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Tuesday, Aug 16, 2022

Hong Kong must reopen globally to keep hub status, says Carrie Lam

Hong Kong must reopen globally to keep hub status, says Carrie Lam

Outgoing Hong Kong Chief Executive Carrie Lam said the city can’t function as a global financial hub if quarantine controls remain, adding pressure on the next administration to relax border curbs.
“The border control measures have really made people very impatient,” Lam said Friday in an interview with CNBC. “Of course, they’ve undermined Hong Kong’s status as a hub.”

“If you cannot travel freely to other places and into the mainland, how could you be a hub?” she said.

While Hong Kong lifted a ban on non-residents last month, provided they are fully vaccinated, all international arrivals are still subject to seven-day hotel quarantine. Such measures, which look draconian compared with the rest of the world, are hastening the departure of thousands of residents and sparking questions about Hong Kong’s future as finance center.

Lam said easing border curbs would bolster Hong Kong’s international reputation, fueling speculation such moves could be on the horizon.

“Once we could bring down the hotel quarantine period or, as some have suggested, replace it with home quarantine measures, I’m sure we will be seeing a lot of people coming to Hong Kong,” she said.

Hong Kong has drifted from President Xi Jinping’s strict Covid Zero policy of eliminating the virus in recent months. The city has resisted tightening curbs even as it clocks over 600 daily infections, with Lam saying cases aren’t worrying as most are mild and the vaccination rate is rising.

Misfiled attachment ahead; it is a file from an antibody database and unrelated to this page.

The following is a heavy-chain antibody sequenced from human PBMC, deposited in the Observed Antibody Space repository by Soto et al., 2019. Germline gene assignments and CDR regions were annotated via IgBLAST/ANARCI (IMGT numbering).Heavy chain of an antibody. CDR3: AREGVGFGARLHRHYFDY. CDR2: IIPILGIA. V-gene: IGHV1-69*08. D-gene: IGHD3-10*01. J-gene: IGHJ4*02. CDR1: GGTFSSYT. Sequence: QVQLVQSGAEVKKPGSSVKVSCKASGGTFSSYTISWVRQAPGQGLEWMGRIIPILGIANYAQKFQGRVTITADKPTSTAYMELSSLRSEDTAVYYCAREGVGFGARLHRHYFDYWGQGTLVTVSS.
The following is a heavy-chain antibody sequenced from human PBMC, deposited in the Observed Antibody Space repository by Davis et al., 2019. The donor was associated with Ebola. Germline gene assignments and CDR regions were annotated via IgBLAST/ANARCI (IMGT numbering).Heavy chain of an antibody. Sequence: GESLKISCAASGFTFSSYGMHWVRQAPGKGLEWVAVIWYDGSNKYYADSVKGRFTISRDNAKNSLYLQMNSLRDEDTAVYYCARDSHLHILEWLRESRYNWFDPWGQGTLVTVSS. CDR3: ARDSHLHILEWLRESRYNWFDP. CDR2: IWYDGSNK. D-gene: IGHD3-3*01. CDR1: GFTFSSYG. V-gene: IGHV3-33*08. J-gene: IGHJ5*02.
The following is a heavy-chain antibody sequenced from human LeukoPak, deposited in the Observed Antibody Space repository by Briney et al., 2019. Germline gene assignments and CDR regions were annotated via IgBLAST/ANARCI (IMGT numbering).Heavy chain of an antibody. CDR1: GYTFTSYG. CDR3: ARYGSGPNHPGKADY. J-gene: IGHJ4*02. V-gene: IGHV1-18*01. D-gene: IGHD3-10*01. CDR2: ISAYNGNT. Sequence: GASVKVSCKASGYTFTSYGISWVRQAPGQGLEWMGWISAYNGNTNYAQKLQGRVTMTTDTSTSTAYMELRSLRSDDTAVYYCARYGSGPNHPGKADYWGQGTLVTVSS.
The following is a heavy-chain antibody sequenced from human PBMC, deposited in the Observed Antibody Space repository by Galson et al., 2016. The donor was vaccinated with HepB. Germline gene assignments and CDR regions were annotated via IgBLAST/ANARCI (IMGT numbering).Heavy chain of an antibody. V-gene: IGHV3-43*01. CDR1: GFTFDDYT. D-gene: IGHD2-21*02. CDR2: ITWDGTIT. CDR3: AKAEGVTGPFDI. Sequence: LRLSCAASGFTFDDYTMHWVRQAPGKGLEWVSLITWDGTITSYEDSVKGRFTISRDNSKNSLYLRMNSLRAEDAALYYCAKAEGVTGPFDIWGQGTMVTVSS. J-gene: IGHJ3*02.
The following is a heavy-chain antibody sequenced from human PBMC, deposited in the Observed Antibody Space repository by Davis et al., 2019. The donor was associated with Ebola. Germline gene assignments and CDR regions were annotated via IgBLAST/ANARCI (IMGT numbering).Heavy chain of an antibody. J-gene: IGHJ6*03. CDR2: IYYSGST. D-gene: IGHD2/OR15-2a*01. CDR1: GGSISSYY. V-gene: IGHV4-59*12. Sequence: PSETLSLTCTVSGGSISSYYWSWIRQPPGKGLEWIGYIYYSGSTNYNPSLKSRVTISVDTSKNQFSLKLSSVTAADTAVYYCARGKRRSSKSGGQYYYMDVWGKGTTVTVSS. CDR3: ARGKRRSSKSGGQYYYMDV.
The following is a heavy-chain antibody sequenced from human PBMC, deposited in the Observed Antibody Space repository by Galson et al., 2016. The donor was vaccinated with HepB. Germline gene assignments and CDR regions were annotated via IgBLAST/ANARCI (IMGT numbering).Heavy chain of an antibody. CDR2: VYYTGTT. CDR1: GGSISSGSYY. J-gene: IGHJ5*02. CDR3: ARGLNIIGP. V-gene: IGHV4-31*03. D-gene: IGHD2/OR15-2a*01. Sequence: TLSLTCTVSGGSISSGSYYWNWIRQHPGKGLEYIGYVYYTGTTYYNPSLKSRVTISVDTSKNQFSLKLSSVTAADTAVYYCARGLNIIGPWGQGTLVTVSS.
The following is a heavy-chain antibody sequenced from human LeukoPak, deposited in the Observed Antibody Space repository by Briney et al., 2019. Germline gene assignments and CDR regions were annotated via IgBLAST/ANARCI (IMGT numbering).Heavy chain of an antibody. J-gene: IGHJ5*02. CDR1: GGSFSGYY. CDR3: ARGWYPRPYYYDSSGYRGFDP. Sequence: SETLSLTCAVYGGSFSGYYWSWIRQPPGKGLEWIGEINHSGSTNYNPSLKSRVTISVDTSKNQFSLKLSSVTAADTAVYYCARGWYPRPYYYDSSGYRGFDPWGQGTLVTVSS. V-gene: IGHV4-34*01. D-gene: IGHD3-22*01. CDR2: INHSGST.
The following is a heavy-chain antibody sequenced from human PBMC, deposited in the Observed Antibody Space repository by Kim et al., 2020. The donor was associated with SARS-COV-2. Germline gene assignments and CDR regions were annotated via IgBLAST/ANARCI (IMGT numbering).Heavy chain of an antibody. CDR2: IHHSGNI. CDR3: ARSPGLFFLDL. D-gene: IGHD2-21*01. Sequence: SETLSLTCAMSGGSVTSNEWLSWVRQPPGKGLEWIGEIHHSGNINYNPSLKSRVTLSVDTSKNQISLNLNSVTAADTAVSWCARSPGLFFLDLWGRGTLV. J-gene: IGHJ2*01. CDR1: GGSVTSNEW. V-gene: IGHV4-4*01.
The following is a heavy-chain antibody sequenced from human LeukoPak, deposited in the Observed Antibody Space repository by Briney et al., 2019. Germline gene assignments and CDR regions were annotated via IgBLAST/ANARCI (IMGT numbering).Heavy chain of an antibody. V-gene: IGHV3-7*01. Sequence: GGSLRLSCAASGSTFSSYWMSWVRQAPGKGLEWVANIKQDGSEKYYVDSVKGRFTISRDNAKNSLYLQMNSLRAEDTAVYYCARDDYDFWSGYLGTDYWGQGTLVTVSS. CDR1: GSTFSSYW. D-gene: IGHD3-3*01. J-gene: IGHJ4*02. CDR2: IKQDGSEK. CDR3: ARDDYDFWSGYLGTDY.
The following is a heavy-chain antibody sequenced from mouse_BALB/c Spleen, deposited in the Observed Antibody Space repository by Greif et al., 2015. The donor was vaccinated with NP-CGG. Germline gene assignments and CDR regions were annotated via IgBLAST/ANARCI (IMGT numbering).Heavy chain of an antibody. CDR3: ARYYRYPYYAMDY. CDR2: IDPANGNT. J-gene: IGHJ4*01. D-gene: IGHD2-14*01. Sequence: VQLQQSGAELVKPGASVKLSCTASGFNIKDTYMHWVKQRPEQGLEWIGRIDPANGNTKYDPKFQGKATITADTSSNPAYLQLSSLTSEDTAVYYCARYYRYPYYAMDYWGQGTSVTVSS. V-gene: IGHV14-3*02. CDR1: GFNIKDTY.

That split has cast doubt over whether Xi will visit the city at the end of the month for the first time in five years to celebrate 25 years since the return to Chinese rule. The divergence of Covid policies has made it impossible to reopen the city’s China border for the foreseeable future, Lam said at a Legislative Council meeting Thursday.

Lam will leave office on June 30, after a term that has seen unprecedented anti-government street protests, Beijing impose a national security law that was decried by the US and UK for crushing democratic freedoms, and scores of journalists, opposition politicians and activists locked up for speech crimes.

Lam denied in the CNBC interview that the city had become less free under her watch. She said she planned to advise her successor, John Lee, to invite international journalists, politicians and think-tank officials to Hong Kong, once quarantine rules have been relaxed, in a bid to revive its reputation.

“People think there’s no freedom but it’s not the situation,” she said. “Hong Kong is as free as ever.”

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